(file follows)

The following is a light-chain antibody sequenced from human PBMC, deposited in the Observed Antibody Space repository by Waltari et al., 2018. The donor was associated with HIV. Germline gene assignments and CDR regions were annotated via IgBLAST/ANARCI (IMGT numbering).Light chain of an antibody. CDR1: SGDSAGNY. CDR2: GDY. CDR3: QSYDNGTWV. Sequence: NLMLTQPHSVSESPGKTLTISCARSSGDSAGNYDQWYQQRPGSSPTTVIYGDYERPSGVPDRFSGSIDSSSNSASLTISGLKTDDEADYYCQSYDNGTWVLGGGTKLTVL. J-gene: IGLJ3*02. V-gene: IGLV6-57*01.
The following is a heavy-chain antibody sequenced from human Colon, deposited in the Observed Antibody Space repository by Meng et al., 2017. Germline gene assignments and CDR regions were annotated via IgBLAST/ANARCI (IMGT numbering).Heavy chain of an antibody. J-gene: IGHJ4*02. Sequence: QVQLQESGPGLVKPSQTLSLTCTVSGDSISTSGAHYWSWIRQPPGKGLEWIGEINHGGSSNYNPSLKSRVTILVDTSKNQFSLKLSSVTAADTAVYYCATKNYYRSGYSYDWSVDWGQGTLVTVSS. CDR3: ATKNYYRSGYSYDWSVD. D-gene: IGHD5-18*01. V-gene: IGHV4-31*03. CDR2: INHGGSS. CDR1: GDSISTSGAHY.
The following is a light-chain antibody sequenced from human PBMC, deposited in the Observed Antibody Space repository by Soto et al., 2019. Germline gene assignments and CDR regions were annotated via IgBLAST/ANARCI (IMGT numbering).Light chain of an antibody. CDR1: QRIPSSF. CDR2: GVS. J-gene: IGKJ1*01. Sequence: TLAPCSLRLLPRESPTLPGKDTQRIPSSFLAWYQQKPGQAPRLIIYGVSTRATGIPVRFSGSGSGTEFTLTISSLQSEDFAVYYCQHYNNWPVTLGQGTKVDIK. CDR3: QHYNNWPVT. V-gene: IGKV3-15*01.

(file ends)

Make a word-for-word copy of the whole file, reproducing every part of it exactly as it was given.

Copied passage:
The following is a light-chain antibody sequenced from human PBMC, deposited in the Observed Antibody Space repository by Waltari et al., 2018. The donor was associated with HIV. Germline gene assignments and CDR regions were annotated via IgBLAST/ANARCI (IMGT numbering).Light chain of an antibody. CDR1: SGDSAGNY. CDR2: GDY. CDR3: QSYDNGTWV. Sequence: NLMLTQPHSVSESPGKTLTISCARSSGDSAGNYDQWYQQRPGSSPTTVIYGDYERPSGVPDRFSGSIDSSSNSASLTISGLKTDDEADYYCQSYDNGTWVLGGGTKLTVL. J-gene: IGLJ3*02. V-gene: IGLV6-57*01.
The following is a heavy-chain antibody sequenced from human Colon, deposited in the Observed Antibody Space repository by Meng et al., 2017. Germline gene assignments and CDR regions were annotated via IgBLAST/ANARCI (IMGT numbering).Heavy chain of an antibody. J-gene: IGHJ4*02. Sequence: QVQLQESGPGLVKPSQTLSLTCTVSGDSISTSGAHYWSWIRQPPGKGLEWIGEINHGGSSNYNPSLKSRVTILVDTSKNQFSLKLSSVTAADTAVYYCATKNYYRSGYSYDWSVDWGQGTLVTVSS. CDR3: ATKNYYRSGYSYDWSVD. D-gene: IGHD5-18*01. V-gene: IGHV4-31*03. CDR2: INHGGSS. CDR1: GDSISTSGAHY.
The following is a light-chain antibody sequenced from human PBMC, deposited in the Observed Antibody Space repository by Soto et al., 2019. Germline gene assignments and CDR regions were annotated via IgBLAST/ANARCI (IMGT numbering).Light chain of an antibody. CDR1: QRIPSSF. CDR2: GVS. J-gene: IGKJ1*01. Sequence: TLAPCSLRLLPRESPTLPGKDTQRIPSSFLAWYQQKPGQAPRLIIYGVSTRATGIPVRFSGSGSGTEFTLTISSLQSEDFAVYYCQHYNNWPVTLGQGTKVDIK. CDR3: QHYNNWPVT. V-gene: IGKV3-15*01.